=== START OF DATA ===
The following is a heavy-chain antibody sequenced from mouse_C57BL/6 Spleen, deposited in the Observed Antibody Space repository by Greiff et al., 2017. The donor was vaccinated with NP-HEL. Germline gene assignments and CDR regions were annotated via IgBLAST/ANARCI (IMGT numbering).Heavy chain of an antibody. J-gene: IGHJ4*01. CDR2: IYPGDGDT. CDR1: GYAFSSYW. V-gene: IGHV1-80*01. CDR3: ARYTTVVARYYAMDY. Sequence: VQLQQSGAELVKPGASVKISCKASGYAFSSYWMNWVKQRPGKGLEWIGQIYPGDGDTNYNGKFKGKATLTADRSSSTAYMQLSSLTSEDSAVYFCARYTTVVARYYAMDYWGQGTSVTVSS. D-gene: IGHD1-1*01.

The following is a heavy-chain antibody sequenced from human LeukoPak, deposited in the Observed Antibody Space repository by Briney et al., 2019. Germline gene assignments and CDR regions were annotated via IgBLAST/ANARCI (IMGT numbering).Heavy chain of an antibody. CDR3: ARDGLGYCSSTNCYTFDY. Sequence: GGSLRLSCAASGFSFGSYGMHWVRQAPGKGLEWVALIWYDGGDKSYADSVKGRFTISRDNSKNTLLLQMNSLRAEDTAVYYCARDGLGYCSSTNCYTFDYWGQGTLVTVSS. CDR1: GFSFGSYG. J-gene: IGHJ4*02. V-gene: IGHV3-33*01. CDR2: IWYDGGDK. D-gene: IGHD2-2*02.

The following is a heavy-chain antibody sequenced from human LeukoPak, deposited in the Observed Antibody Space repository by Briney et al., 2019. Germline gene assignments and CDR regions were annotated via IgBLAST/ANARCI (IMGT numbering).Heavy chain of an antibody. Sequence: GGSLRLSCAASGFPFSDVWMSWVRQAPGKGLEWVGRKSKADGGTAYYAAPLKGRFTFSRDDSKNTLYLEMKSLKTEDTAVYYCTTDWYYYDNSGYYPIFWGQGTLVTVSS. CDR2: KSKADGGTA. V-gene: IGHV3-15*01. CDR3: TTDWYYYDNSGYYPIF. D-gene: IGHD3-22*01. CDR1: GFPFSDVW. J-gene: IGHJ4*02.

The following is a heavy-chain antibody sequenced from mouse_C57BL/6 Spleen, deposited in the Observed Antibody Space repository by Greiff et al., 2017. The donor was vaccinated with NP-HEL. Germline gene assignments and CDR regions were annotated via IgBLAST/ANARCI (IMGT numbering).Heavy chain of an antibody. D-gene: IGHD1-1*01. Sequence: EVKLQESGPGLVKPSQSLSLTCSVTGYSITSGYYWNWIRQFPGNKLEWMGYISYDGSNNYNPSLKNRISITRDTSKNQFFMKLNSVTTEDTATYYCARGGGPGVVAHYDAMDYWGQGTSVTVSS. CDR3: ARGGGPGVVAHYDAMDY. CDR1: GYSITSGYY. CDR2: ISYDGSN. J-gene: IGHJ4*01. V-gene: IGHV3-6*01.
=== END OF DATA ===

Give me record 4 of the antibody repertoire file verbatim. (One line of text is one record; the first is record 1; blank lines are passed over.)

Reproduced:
The following is a heavy-chain antibody sequenced from mouse_C57BL/6 Spleen, deposited in the Observed Antibody Space repository by Greiff et al., 2017. The donor was vaccinated with NP-HEL. Germline gene assignments and CDR regions were annotated via IgBLAST/ANARCI (IMGT numbering).Heavy chain of an antibody. D-gene: IGHD1-1*01. Sequence: EVKLQESGPGLVKPSQSLSLTCSVTGYSITSGYYWNWIRQFPGNKLEWMGYISYDGSNNYNPSLKNRISITRDTSKNQFFMKLNSVTTEDTATYYCARGGGPGVVAHYDAMDYWGQGTSVTVSS. CDR3: ARGGGPGVVAHYDAMDY. CDR1: GYSITSGYY. CDR2: ISYDGSN. J-gene: IGHJ4*01. V-gene: IGHV3-6*01.